There’s Nothing Better Than A Book Of Lamborghinis
The book: Lamborghini Supercars 50 Years: From the Groundbreaking Miura to Today’s Hypercars
Author: Stuart Codling, Photography by James Mann
Purchase: Click here
It is difficult to believe that just over 50 years have elapsed since Ferruccio Elio Arturo Lamborghini took it upon himself to build his own car with a V12 engine, and found his eponymous company, Automobili Lamborghini, in the small Italian town of Sant’Agata Bolognese.
Difficult, because the company’s history feels much more expansive than the years indicate, and that’s because in many ways it is—the company whose cars are adorned with the emblem of a fighting bull has weathered more than its fair share of turmoil—but Lamborghini has always managed to produce evocative automobiles that have captured the imagination. Penned by Stuart Codling, author of several automotive books, and a highly regarded Formula 1 writer, Lamborghini Supercars 50 Years: From the Groundbreaking Miura to Today’s Hypercars, charts the course from the company’s early, humble beginnings through today’s ownership under Volkswagen-owned Audi.
Lamborghini’s parents were grape farmers, and early on, the young Lamborghini’s synergy with the farm equipment was evident. This environment aided him in developing mechanical abilities at a young age, and instill in him a love for cars, and motorcycles. First, though, he would have to make his fortune.
After serving as a mechanic in the Italian Air Force during World War II, he founded Lamborghini Trattori S.p.A, which would over time become one of the largest agricultural equipment manufacturers in the country. Now having the means, Lamborghini was able to indulge. As detailed by the book, and a story often recounted by others, after owning a succession of sports cars, including several Ferrari 250 derivatives, he became frustrated with the clutch of his Ferrari 250 GT, and took it back to where it came from.
After being rebuffed by il Commendatore himself, Enzo Ferrari, supposedly with the quip, “the problem is not with the car but with driver”, Lamborghini took the ailing car back to his workshop, and discovered that the clutch was similar to those he utilized in his tractors. The gauntlet had been laid down, and with ambition, know-how, and to be sure, millions of Italian Lire, Lamborghini set out to build his own car, and show up Ferrari.
Lamborghini would not enter into automobile manufacturing solely to avenge a snub. He also thought there was money to be made if one got it right, and he didn’t think others had. Lamborghini had the prescience of mind to snatch up some young and talented engineers like Giotto Bizzarrini, Franco Scaglione, and Gian Paolo Dallara (some, coincidentally or not, ex-Ferrari employees) to spearhead development of what he hoped would be his “perfect car”: a powerful GT that would reach 150 mph on the Autostrada. The result was the Lamborghini 350 GT.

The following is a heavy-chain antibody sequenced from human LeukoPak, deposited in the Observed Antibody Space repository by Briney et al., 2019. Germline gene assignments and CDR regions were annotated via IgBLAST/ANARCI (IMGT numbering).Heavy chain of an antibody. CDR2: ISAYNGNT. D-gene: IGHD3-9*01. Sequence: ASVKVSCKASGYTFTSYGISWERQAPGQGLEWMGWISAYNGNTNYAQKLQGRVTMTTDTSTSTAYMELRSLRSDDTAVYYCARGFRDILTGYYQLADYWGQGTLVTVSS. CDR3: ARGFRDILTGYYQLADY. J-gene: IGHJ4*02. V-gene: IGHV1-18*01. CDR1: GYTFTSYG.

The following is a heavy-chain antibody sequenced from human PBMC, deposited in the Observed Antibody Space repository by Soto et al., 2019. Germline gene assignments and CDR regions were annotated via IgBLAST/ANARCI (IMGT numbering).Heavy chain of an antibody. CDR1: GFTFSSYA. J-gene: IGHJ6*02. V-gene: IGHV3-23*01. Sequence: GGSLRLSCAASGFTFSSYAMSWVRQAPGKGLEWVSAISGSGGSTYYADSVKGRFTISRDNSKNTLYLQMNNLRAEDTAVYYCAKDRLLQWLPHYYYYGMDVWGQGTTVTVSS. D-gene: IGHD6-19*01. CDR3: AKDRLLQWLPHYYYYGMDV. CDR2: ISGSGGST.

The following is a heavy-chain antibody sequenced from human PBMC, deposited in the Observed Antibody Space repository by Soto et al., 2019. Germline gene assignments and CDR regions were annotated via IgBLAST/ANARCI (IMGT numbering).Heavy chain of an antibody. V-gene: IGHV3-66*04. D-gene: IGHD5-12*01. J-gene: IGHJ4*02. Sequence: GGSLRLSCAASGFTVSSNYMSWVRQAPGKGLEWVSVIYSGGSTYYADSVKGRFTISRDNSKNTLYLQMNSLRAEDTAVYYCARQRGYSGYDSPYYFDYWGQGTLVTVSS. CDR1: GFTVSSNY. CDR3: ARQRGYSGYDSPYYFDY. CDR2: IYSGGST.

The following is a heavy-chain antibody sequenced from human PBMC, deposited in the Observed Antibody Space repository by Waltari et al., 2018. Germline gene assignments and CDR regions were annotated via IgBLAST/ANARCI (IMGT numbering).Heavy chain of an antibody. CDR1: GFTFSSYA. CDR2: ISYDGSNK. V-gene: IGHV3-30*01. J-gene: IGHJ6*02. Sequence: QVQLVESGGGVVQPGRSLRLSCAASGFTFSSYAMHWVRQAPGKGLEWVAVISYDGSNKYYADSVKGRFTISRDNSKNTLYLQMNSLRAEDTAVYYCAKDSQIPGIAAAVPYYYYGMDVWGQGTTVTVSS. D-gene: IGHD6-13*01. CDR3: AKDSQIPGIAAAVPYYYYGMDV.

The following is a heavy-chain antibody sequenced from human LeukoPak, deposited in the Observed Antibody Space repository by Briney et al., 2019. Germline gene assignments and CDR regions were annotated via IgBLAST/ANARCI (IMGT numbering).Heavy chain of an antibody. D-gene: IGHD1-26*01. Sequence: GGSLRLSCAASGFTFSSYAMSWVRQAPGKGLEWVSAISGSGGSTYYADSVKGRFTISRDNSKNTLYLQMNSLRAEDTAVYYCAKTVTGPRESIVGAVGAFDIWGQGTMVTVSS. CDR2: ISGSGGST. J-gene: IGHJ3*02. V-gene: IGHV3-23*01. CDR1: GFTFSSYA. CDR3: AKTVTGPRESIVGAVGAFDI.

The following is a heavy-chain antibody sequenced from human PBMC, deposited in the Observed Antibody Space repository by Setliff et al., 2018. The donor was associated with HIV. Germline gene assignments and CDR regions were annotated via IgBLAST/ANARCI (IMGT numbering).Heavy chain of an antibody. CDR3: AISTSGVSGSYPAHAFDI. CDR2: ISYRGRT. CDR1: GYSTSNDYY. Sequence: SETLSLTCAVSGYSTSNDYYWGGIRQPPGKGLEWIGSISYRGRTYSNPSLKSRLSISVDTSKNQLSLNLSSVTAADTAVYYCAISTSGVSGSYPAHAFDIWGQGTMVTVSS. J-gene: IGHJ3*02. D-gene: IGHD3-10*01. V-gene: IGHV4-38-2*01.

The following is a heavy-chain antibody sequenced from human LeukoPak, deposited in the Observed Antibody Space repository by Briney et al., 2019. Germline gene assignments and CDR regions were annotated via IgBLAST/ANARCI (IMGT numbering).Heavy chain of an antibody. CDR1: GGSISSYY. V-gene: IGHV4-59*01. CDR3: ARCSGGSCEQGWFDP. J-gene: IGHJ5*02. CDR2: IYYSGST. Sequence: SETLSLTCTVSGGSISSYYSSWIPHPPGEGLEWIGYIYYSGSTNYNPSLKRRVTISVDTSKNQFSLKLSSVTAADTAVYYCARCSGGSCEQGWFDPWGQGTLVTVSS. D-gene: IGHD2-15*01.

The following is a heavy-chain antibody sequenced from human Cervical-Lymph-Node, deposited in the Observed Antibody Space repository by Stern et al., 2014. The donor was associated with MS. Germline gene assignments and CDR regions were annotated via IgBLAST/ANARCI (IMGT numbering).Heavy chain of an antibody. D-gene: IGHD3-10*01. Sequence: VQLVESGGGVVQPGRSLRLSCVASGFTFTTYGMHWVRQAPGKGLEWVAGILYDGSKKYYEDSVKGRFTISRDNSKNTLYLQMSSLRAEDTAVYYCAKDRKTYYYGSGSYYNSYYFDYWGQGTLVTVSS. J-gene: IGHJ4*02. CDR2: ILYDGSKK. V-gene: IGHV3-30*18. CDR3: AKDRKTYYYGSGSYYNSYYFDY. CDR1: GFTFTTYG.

While finding favor amongst a select group of enthusiasts, it would not set the world alight. No, that would be Lamborghini’s follow-up, the Miura. Wrapped in a Marcello Gandini-designed body and powered by a 350-horsepower V12, the radical Miura instantly made every other car look antique when it made its debut at the 1966 Geneva Motor Show. The successor to the Miura, the Countach of 1974 was a wide, and low, wedge that once again redefined what a supercar would be.
It is at this point that this book’s plot, as it were, increasingly weaves in the financial issues confronting the company during uncertain times, and the various, and often, colorful new owners. After Lamborghini’s departure in 1974, a series of caretakers either nourished or neglected the company until Lee Iacocca, and Chrysler swooped in, purchasing the company in May, 1987 for $33 million dollars.
Immediately confronted by having to replace the company’s iconic, but aging Countach, of which successor designs had been stalled for lack of investment, and focus. Another design by Gandini, the Diablo, would replace the Countach in 1990, and is seen by many to be the last of the “original” Lamborghini supercars. The company would be sold offagain before Audi would pick up the pieces in 1997. With German efficiency and stability, the company could achieve the goals set out by its founder, only this time with more reliability, better ergonomics, and better visibility. The Murcielago, Gallardo, Reventón, Aventador, and, most recently, the Huracán, would follow with promises of ultimate performance that finally delivered.
Codling has, to this reader, certainly done his research on his subject. Moreover, and to the book’s great benefit, the author doesn’t make it a history textbook full of facts and dates. Instead, he tells a story that for almost anyone is eminently readable. The book’s pictures are wonderful, with illustrations, and some period archive material.
Contemporary photography from James Mann, who has shot other Motorbooks titles, is crisp. A dearth of technical and engineering information for the more than casual enthusiast is there for the gleaming. Yes, some cars were left out of this tome – models like the Espada, Urraco, and LM002 are barely mentioned at all, but perhaps they aren’t within the author’s supercar focus, and other complaints are few.
I would have liked to have seen more period sales-brochure type material to round out the overall story, and many of the best two–page photography spreads are marred by the spine of the book. Overall, an enjoyable, and well-published book for any actual or aspiring Lamborghini owner or enthusiast.